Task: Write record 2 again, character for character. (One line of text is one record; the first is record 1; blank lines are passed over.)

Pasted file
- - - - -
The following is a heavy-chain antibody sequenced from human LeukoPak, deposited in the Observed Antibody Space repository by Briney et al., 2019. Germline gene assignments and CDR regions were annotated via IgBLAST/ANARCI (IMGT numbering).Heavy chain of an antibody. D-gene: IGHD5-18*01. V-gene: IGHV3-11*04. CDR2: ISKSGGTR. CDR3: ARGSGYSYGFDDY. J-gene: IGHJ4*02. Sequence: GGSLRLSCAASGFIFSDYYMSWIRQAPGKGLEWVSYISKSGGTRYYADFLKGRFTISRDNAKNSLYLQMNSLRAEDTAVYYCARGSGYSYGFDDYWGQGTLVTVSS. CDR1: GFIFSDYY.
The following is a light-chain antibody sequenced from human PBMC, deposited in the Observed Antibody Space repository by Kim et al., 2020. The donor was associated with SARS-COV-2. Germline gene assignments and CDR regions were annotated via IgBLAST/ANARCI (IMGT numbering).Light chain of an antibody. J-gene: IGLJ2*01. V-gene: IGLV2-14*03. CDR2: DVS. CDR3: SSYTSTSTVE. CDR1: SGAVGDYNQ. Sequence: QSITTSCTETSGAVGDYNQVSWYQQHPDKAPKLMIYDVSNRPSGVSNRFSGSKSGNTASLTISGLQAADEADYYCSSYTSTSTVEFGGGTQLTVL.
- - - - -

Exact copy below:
The following is a light-chain antibody sequenced from human PBMC, deposited in the Observed Antibody Space repository by Kim et al., 2020. The donor was associated with SARS-COV-2. Germline gene assignments and CDR regions were annotated via IgBLAST/ANARCI (IMGT numbering).Light chain of an antibody. J-gene: IGLJ2*01. V-gene: IGLV2-14*03. CDR2: DVS. CDR3: SSYTSTSTVE. CDR1: SGAVGDYNQ. Sequence: QSITTSCTETSGAVGDYNQVSWYQQHPDKAPKLMIYDVSNRPSGVSNRFSGSKSGNTASLTISGLQAADEADYYCSSYTSTSTVEFGGGTQLTVL.